No fueling around

The partnership between Norwich, its city-owned Norwich Public Utilities and the state to expand the availability of natural gas to power vehicles is a forward-thinking proposal that will be good for economic development, the environment and for reducing United States dependence on foreign oil.

On Wednesday the city and utility announced that construction should begin next spring on a new natural gas vehicle fueling station in the West Town Street area with quick access to Interstate 395 and Route 2. The state, tapping federal transportation funds, awarded Norwich a $2 million grant to build the facility and convert 16 vehicles to run on natural gas. Seven will be NPU vehicles, adding to its fleet of 25 natural-gas powered vehicles, which have used the utility's existing natural gas filling station on North Main Street.

The grant will also pay for the conversion of vehicles for local private businesses - four for the beer distributor Levine Distributing Co., two for Prime Electric vans, and three shuttles for The William W. Backus Hospital.

Most exciting, however, is the prospect for the new, conveniently located natural gas station to drive economic development. Natural gas has a gasoline equivalent price of about $1.94 per gallon, about half of current gasoline prices. And all indications are that natural gas, which burns much cleaner, will remain cheaper over the long haul.

Domestic natural gas supplies have increased dramatically in recent years due largely to accessing shale gas, unlocked by advances in a drilling technology known as hydraulic fracturing. While environmental concerns raised by the process must be addressed, its impact on domestic energy supplies will be dramatic.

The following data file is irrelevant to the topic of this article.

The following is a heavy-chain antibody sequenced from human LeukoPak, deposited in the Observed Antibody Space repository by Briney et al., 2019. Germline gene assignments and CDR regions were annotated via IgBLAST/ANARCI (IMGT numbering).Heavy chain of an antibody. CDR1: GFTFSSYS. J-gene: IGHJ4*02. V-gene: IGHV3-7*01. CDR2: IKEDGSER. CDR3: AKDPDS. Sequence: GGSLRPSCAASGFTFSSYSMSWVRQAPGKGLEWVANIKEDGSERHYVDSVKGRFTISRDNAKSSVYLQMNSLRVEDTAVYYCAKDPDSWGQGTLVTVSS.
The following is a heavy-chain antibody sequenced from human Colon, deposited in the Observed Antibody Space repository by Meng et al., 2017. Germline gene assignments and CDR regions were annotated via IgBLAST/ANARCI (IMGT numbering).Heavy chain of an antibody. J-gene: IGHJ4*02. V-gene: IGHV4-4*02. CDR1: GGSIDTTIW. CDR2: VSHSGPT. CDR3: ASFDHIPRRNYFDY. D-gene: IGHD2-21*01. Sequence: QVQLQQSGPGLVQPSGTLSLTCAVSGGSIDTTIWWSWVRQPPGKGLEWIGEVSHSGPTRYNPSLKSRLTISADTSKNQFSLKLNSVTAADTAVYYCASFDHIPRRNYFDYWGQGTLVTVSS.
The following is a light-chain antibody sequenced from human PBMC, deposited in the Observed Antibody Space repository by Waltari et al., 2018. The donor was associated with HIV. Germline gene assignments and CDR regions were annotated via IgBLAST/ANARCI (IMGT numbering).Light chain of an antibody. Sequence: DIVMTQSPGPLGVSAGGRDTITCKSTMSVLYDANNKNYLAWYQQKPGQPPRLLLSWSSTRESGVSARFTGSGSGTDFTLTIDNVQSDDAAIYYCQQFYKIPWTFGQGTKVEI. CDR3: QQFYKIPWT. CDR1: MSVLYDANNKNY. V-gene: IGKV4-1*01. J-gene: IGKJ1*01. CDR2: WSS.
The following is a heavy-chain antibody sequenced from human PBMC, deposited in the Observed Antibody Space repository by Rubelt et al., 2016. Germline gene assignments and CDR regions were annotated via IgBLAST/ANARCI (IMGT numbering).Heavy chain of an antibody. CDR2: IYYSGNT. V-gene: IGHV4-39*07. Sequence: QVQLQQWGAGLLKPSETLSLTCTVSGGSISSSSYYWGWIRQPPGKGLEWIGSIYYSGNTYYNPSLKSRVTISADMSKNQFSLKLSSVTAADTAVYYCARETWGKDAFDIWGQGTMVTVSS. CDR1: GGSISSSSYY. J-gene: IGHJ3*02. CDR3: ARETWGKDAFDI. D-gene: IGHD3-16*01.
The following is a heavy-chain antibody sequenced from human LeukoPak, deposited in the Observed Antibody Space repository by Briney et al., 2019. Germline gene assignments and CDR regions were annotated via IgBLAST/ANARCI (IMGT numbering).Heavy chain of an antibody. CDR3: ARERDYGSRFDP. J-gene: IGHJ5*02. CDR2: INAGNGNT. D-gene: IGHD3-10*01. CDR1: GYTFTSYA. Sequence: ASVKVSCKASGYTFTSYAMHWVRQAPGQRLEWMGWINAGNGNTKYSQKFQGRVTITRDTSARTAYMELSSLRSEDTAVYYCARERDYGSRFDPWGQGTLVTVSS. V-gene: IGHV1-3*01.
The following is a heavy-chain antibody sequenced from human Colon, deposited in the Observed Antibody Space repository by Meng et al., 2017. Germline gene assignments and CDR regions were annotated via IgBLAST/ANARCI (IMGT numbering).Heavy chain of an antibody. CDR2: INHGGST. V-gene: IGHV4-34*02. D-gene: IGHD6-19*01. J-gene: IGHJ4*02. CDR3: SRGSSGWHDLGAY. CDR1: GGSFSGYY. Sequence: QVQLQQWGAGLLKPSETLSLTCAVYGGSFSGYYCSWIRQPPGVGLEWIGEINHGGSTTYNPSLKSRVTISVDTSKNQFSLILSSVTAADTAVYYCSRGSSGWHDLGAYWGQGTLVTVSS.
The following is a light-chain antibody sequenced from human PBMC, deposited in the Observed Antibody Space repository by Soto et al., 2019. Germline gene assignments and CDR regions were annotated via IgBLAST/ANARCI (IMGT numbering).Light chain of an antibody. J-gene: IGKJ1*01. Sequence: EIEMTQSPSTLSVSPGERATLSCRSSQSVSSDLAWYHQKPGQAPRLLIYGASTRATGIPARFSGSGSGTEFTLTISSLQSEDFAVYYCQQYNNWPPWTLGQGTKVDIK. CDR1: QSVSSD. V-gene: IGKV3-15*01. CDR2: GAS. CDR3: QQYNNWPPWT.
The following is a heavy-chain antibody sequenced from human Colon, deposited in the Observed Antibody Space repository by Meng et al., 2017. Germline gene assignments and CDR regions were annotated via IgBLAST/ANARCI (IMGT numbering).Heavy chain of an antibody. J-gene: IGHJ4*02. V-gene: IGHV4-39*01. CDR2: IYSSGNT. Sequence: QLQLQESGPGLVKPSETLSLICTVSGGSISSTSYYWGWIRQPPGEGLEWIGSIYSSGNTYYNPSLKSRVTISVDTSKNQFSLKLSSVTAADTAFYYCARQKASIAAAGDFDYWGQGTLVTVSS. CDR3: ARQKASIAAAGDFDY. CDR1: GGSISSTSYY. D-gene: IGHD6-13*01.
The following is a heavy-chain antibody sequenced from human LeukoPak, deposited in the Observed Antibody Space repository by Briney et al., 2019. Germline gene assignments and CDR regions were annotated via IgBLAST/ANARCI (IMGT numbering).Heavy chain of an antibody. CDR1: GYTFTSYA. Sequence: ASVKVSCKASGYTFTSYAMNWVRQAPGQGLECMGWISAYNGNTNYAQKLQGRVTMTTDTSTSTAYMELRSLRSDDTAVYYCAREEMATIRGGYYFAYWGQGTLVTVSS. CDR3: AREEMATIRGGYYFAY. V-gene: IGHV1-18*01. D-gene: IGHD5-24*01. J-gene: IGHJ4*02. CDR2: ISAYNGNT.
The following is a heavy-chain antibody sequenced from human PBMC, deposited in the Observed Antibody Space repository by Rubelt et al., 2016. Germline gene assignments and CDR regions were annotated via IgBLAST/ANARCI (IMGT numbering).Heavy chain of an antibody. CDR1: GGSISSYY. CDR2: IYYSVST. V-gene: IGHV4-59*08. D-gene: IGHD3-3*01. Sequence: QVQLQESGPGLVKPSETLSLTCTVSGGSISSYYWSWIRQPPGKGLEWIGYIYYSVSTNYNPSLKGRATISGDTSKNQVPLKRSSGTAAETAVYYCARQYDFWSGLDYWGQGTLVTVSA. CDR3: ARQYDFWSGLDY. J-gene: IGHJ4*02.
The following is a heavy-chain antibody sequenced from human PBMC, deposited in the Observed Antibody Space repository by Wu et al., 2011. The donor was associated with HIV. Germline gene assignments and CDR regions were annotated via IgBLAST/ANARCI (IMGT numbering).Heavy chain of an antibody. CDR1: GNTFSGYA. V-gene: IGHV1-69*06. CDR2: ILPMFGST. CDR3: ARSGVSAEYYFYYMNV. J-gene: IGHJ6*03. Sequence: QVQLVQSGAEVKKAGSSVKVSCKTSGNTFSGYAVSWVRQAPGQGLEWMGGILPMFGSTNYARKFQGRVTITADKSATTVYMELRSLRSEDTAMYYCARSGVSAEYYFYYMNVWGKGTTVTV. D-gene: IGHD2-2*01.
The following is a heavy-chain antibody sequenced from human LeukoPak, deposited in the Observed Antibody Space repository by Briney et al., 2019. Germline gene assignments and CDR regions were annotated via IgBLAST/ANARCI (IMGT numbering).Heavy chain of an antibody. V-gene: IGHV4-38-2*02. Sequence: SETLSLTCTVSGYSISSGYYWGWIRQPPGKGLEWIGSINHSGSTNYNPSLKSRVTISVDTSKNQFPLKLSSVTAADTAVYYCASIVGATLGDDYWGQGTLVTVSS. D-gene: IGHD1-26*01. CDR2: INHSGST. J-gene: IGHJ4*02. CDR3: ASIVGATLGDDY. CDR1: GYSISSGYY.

According to the Energy Information Administration, natural gas produced by drilling in shale formations will grow from today's 25 percent of the market to about 50 percent in 2035. This will keep prices low.

Businesses that depend on fleets of trucks to deliver goods are quickly seeing it is in their economic interest to convert those fleets to natural gas. And by being at the head of this trend, Norwich will have a great selling point to attract such businesses. The city can also encourage existing businesses to reduce energy costs by converting their vehicles, cutting overhead and freeing up resources for job creation.

This is the future.

The editorial board is composed of the publisher and four journalists of varied editing and reporting backgrounds. The board's discussions and information gained from its meetings with political, civic, and business leaders drive the institutional voice of The Day, as expressed in its editorials. The editorial department operates separately from the newsroom.


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